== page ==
When it comes to cleaning cuts and scrapes, stick to rubbing alcohol. It's a necessary addition to any med-kit for world travelers. It'll sting like hell when you use it, but it will prevent many unwelcome trips to rural clinics and hospitals. Just make sure you buy a plastic bottle with a tight cap.

Plastic bags

Worried about your electronics when the rain starts coming down? Plastic bags. On a small boat moving between swells on the open seas with ocean spray pelting your stuff? Plastic bags. Need a place to keep your wet clothes so they don't contaminate the rest of your bag. Plas….well you get it.

Plastic bags are light, you can always get a couple from the hotel maintenance guy and they will save you a lot of time and hassle. Just fold 'em and use them to line the bottom of your bag as extra protection for when you accidentally set your pack down in a puddle.

Extra shoes/sandals

Second only to extra socks, extra shoes are a lifesaver when traveling. There is nothing worse than walking around in wet shoes. It lowers moral, it's bad for your feet and it's just plain uncomfortable.

But it's not just  the worry of wet shoes; you're going to want to wear those old tennis shoes when you spontaneously decide to join that ATV tour through the muddy trails of the rainforest. Horseback riding, hiking and whitewater rafting, are just a few adventurous situations where you'll wish you had brought an extra pair shoes to avoid scuffing your brand new sneakers/flats or what-have-you.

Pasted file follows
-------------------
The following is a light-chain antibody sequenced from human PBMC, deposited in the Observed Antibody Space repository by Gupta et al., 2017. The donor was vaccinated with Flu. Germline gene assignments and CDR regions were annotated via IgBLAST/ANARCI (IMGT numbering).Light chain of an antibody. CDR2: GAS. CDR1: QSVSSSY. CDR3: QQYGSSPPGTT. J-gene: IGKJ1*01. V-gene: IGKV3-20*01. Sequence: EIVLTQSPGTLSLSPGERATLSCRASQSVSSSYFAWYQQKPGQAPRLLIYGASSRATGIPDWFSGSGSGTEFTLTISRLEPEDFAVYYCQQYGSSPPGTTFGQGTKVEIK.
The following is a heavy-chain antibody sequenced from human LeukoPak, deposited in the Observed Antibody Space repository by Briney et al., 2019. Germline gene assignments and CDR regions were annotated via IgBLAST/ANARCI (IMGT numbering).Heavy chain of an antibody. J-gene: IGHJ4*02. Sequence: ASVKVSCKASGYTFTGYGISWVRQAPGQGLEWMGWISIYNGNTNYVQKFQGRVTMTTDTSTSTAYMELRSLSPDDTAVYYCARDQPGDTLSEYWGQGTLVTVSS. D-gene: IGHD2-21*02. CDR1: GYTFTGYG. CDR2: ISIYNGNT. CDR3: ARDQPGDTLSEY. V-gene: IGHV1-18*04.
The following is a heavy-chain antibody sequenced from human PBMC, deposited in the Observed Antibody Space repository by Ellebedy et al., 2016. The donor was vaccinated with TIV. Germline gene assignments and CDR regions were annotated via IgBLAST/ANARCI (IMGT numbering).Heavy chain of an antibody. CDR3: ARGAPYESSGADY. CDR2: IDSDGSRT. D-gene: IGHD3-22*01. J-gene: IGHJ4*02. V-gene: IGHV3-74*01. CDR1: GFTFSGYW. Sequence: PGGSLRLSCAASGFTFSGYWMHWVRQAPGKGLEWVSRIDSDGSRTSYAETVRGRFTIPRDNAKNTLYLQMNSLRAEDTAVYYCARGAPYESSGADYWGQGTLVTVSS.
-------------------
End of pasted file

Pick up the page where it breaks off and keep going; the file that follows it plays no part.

Sandals are great because you don't have to worry about them getting wet, but they don’t offer a lot of protection for ATV rides and may fly off while you are whitewater rafting. You're better off with a pair of water shoes, sandals that strap to your feet or a pair of old sneakers. I actually carry an extra pair of old tennis shoes and sandals so that I'm prepared for any beach, jungle, or night on the town that may come my way.

Travel Journal

Nothing comes in handy like a travel journal. It has limitless uses and is the single most important extra I bring with me when I travel. Here's a few:

  • Jotting down tips from fellow travelers on hotels, restaurants, beaches, tours, etc.
  • Drawing maps to get to those local secrets/finding your way to the next hotel or hostel
  • Getting contact information for friends you make while travelling
  • Recording ideas, big and small, that you have with all the extra time you have for reflection while travelling
  • Remembering special locations, dates and numbers
  • Drawing pictures as an intermediary to translate between languages

In addition to all of these, it's a great way to remember your trip. Flipping through the journal years later can bring back all the smells, tastes, and experiences of your time abroad. Remember, it needs to be small, durable and accessible.

Top Six Extra Things to Pack on Your Next Trip Abroad in Pictures